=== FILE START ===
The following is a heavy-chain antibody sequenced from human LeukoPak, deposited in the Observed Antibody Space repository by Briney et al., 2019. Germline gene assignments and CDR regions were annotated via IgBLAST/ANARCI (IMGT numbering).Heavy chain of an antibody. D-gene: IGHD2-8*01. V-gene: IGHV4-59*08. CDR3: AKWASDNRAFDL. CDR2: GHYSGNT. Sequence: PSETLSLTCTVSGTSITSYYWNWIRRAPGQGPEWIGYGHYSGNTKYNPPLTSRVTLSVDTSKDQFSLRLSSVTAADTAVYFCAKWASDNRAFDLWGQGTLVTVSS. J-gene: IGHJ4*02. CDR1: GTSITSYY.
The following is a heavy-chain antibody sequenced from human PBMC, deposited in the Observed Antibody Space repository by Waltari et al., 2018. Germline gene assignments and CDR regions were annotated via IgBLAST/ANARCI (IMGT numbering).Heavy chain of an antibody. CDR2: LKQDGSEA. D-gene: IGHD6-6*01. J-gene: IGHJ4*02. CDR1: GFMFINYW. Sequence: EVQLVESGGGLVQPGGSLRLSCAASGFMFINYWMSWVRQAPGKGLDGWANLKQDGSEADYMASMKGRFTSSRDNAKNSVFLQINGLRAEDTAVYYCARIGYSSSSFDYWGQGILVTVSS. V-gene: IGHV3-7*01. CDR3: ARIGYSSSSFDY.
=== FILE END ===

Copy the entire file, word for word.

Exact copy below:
The following is a heavy-chain antibody sequenced from human LeukoPak, deposited in the Observed Antibody Space repository by Briney et al., 2019. Germline gene assignments and CDR regions were annotated via IgBLAST/ANARCI (IMGT numbering).Heavy chain of an antibody. D-gene: IGHD2-8*01. V-gene: IGHV4-59*08. CDR3: AKWASDNRAFDL. CDR2: GHYSGNT. Sequence: PSETLSLTCTVSGTSITSYYWNWIRRAPGQGPEWIGYGHYSGNTKYNPPLTSRVTLSVDTSKDQFSLRLSSVTAADTAVYFCAKWASDNRAFDLWGQGTLVTVSS. J-gene: IGHJ4*02. CDR1: GTSITSYY.
The following is a heavy-chain antibody sequenced from human PBMC, deposited in the Observed Antibody Space repository by Waltari et al., 2018. Germline gene assignments and CDR regions were annotated via IgBLAST/ANARCI (IMGT numbering).Heavy chain of an antibody. CDR2: LKQDGSEA. D-gene: IGHD6-6*01. J-gene: IGHJ4*02. CDR1: GFMFINYW. Sequence: EVQLVESGGGLVQPGGSLRLSCAASGFMFINYWMSWVRQAPGKGLDGWANLKQDGSEADYMASMKGRFTSSRDNAKNSVFLQINGLRAEDTAVYYCARIGYSSSSFDYWGQGILVTVSS. V-gene: IGHV3-7*01. CDR3: ARIGYSSSSFDY.